Tyler Seguin of the Dallas Stars is one of the top scorers in the league – with 234 points, he trails only Sidney Crosby, Jamie Benn, and Patrick Kane. When we heard Tyler Seguin suffered a gruesome sliced Achilles on March 17th, the news hurt in more ways than one. And his recovery was recently sidelined by another injury during his first game back. What does the future hold for this all-star, and what can people recovering at home expect from a similar Achilles injury? Our team at The Center For Podiatric Care & Sports Medicine in NYC offer their insight.
It’s good news for San Francisco Giants fans: a precautionary MRI in March revealed no serious structural damage to Outfielder Hunter Pence’s Achilles tendon – only inflammation. He made his spring debut and hit a home run March 11th. But what exactly happened to the two-time World Series Champion? And what does his prognosis mean in terms of his longevity for the season, from a podiatrist’s perspective?
Achilles tendon surgery has come a long way over the years — particularly when done by a skilled, experienced surgeon like our own Dr. Josef J. Geldwert — but patients still must prepare themselves for a lengthy period of rehabilitation. Back in November, we reported on the Achilles tendon injury that sidelined the Minnesota Timberwolves’ Nikola Pekovic. His story really illustrates what sort of slow, challenging recovery patients can expect following an Achilles operation.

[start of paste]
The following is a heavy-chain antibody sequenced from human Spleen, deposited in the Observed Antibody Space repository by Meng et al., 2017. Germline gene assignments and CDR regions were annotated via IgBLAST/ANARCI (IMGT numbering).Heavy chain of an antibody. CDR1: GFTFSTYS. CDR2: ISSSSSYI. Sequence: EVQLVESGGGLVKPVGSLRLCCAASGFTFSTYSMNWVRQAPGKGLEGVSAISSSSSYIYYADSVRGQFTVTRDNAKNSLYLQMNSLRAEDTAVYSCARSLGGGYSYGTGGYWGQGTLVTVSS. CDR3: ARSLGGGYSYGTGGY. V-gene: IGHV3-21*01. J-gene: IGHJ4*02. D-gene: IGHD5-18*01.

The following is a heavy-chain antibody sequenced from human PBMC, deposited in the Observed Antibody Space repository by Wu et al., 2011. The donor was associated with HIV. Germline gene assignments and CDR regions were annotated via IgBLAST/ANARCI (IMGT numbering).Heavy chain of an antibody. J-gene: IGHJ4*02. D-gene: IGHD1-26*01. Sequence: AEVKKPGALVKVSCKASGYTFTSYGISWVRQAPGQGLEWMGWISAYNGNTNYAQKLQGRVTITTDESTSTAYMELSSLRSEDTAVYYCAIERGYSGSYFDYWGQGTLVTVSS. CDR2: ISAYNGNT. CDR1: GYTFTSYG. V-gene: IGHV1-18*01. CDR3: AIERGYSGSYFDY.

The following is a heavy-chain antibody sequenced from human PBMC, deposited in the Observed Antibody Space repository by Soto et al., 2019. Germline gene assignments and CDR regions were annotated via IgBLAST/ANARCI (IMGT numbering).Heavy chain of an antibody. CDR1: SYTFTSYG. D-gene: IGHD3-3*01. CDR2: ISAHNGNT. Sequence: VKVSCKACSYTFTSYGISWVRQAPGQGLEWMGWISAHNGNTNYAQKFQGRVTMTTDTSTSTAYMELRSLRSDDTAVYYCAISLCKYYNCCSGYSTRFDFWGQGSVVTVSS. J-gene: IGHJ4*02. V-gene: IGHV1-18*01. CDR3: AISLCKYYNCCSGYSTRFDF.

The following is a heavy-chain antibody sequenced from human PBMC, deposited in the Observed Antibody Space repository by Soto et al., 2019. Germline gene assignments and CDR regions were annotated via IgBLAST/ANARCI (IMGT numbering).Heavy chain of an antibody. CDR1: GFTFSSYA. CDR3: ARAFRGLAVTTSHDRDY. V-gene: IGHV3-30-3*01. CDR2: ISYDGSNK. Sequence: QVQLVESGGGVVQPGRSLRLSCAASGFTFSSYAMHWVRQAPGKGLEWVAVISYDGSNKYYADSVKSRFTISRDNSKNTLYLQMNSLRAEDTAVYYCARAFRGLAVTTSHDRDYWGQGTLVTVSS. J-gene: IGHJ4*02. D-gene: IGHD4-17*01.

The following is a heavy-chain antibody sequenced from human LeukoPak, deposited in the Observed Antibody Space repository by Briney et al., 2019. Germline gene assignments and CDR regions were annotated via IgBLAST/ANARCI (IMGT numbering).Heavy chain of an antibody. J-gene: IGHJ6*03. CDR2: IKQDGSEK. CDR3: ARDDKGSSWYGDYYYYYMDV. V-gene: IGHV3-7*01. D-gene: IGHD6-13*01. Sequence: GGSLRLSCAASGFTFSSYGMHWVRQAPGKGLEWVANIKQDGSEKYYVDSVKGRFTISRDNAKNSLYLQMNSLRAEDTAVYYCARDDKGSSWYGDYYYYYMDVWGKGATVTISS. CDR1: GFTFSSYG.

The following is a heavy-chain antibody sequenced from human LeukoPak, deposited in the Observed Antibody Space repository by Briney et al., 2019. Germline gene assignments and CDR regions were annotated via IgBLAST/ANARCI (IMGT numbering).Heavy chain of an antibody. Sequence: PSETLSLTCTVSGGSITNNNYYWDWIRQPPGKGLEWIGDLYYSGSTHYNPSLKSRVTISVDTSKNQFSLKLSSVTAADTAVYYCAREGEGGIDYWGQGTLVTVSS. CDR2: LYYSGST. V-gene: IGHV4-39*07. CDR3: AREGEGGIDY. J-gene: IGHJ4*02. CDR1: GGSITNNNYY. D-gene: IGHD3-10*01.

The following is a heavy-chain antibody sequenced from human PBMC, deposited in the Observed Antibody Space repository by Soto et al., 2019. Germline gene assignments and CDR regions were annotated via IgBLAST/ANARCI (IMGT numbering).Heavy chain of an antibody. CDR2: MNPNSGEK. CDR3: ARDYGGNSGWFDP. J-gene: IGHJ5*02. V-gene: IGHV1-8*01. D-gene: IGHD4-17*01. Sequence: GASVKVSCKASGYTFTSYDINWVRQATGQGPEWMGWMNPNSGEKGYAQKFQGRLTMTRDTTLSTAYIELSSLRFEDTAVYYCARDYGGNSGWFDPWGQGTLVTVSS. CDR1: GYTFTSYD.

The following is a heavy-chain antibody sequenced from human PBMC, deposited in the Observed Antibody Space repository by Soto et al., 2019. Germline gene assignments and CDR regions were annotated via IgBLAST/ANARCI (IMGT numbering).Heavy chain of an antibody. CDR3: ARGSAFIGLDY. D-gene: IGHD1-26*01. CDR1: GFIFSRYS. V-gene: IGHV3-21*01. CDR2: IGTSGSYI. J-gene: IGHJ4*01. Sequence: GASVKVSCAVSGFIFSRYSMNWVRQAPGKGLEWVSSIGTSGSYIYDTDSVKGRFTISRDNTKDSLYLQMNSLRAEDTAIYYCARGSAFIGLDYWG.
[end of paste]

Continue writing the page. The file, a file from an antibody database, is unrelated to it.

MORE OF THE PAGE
A quarter of all impending Achilles tendon ruptures are missed during initial examinations, according to a new study from researchers at the University School of Osteopathic Medicine and the Rothman Institute of Jefferson Medical College. Proper diagnosis is the linchpin of successful treatment outcomes, no matter what foot or ankle injury is being treated, so this is a topic that very much concerns podiatrists across the country, including us here at The Center for Podiatric Care and Sports Medicine where Achilles injury management is one of our specialties.
“I am so grateful for having had Dr. Geldwert perform bunion surgery on both of my feet. I have complete confidence in him and continue to see him for other sports related injuries. I was cautious about having surgery for the first time, but his knowledge, patience, and skill made me completely comfortable in trusting him. And I couldn’t be any happier with the results!! When anything else feels wrong with my feet, I love that I now know to go immediately to him. He is my top choice for anyone searching for the best foot fixer/surgeon/sports doctor in NYC! Thank you, Dr. Geldwert!!!”
– J. M., Manhattan, NY
Manhattan Office 111 East 88th Street New York, NY 10128 (212) 996-1900 See map here
Westchester Office 10 Mitchell Place Suite 105 White Plains, NY 10601 (914) 328-3400 See map here
Manhattan Orthopedic and Sports Medicine 57 West 57th Street New York, NY 10019 (212) 996-1900 See map here
Dr. Josef J. Geldwert DPM, Dr. Katherine Lai DPM, Dr. Ryan Minara, DPM, and Dr. Mariola Rivera DPM serving Westchester County, White Plains, Ardsley, Bronxville, Harrison NY, Larchmont, Mamaroneck, New Rochelle, Rye, Scarsdale, Rye Brook, Chappaqua, and the surrounding area.